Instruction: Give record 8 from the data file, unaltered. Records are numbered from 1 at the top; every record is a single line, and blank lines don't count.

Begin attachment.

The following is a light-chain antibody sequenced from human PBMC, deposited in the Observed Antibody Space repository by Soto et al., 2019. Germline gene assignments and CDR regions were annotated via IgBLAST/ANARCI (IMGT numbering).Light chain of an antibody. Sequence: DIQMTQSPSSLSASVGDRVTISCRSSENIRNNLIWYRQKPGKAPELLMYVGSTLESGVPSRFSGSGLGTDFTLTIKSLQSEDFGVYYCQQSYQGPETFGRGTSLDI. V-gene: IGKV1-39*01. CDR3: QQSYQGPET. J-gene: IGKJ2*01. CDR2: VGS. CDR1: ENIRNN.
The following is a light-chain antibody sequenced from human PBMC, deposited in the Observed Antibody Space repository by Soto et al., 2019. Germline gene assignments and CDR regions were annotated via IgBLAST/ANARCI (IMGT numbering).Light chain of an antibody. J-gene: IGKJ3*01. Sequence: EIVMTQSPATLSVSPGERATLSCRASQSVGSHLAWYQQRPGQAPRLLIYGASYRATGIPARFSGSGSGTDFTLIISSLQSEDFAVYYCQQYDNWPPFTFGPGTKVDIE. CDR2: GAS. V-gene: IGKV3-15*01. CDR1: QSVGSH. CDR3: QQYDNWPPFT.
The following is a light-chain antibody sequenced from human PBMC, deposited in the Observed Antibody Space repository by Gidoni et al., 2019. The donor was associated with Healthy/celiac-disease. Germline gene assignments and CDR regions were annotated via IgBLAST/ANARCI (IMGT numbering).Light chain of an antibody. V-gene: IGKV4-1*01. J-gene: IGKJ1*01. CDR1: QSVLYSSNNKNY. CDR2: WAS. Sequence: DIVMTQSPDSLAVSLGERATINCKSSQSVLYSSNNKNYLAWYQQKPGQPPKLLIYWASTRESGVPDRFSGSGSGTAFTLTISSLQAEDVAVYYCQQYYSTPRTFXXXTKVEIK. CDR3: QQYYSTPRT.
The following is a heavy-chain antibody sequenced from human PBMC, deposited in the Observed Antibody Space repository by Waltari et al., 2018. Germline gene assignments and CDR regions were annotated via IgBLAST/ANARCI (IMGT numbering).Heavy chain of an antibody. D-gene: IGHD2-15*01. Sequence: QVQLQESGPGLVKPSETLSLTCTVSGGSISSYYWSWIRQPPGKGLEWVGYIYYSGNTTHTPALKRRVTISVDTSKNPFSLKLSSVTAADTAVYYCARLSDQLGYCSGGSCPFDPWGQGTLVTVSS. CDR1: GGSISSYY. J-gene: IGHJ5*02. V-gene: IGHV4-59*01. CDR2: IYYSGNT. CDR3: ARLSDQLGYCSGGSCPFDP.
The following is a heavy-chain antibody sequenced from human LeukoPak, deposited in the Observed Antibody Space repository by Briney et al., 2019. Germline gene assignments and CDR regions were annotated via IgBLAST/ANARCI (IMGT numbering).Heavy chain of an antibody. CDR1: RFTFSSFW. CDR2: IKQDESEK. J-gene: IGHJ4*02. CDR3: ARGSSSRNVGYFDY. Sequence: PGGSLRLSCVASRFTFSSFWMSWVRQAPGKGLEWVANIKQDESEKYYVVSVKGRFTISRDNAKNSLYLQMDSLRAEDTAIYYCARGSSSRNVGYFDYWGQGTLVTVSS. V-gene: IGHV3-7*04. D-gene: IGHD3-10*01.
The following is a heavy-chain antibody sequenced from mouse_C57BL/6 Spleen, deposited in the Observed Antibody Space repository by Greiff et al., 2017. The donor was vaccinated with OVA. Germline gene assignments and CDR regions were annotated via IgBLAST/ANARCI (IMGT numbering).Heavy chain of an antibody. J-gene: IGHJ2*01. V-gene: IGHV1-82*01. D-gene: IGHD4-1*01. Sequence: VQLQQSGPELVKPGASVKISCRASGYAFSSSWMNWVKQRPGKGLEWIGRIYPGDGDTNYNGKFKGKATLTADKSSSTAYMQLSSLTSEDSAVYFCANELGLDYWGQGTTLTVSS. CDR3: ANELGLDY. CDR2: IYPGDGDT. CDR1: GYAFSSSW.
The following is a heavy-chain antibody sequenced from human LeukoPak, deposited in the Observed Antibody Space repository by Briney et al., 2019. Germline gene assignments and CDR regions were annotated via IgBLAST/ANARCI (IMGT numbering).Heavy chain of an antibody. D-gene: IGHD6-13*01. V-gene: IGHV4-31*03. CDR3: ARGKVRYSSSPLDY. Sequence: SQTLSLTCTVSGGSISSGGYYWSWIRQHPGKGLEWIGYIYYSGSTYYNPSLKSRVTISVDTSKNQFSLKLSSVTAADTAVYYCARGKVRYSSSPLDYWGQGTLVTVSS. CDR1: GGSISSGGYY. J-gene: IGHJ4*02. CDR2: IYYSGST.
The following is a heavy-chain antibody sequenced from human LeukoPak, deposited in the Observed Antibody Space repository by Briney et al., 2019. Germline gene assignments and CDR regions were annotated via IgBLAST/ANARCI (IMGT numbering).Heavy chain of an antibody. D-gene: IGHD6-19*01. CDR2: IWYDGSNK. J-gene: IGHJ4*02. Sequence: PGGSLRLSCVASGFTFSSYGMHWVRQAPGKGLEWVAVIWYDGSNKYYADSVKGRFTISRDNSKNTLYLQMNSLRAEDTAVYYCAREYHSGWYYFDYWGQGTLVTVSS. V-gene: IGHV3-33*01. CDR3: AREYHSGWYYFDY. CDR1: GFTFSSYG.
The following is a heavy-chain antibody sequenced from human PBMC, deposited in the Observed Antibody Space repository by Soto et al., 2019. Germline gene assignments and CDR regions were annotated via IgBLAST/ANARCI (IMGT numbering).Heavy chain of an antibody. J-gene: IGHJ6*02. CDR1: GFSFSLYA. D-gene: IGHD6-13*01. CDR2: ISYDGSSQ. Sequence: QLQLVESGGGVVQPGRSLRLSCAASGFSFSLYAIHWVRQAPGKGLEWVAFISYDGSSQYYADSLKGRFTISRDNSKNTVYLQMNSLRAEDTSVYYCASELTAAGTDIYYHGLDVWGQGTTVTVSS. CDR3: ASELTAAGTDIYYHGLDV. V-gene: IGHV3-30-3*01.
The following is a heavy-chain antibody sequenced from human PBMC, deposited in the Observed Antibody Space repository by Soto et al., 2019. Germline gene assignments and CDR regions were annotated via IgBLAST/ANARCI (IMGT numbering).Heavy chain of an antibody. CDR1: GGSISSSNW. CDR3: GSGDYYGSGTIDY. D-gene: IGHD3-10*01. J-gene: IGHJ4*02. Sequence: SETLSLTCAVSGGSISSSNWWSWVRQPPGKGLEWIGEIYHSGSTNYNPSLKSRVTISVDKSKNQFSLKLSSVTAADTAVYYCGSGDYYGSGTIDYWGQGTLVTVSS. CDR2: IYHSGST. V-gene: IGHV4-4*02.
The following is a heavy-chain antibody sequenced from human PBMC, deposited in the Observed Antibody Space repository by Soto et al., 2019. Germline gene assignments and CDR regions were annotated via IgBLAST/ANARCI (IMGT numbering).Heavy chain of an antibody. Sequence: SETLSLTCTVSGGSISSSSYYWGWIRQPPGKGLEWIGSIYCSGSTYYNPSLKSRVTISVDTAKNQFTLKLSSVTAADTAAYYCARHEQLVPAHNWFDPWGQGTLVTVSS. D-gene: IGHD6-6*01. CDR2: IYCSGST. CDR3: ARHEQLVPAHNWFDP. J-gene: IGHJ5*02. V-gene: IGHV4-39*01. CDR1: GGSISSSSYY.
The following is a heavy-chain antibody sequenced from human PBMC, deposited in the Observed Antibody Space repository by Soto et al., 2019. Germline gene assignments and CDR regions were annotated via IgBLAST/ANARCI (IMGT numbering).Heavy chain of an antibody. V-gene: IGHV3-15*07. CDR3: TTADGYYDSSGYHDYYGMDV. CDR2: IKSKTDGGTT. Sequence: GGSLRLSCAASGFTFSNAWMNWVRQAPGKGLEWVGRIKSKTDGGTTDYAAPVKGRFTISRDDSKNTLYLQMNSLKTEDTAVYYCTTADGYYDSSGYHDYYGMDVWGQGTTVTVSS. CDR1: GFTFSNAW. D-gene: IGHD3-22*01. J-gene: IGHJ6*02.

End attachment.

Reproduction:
The following is a heavy-chain antibody sequenced from human LeukoPak, deposited in the Observed Antibody Space repository by Briney et al., 2019. Germline gene assignments and CDR regions were annotated via IgBLAST/ANARCI (IMGT numbering).Heavy chain of an antibody. D-gene: IGHD6-19*01. CDR2: IWYDGSNK. J-gene: IGHJ4*02. Sequence: PGGSLRLSCVASGFTFSSYGMHWVRQAPGKGLEWVAVIWYDGSNKYYADSVKGRFTISRDNSKNTLYLQMNSLRAEDTAVYYCAREYHSGWYYFDYWGQGTLVTVSS. V-gene: IGHV3-33*01. CDR3: AREYHSGWYYFDY. CDR1: GFTFSSYG.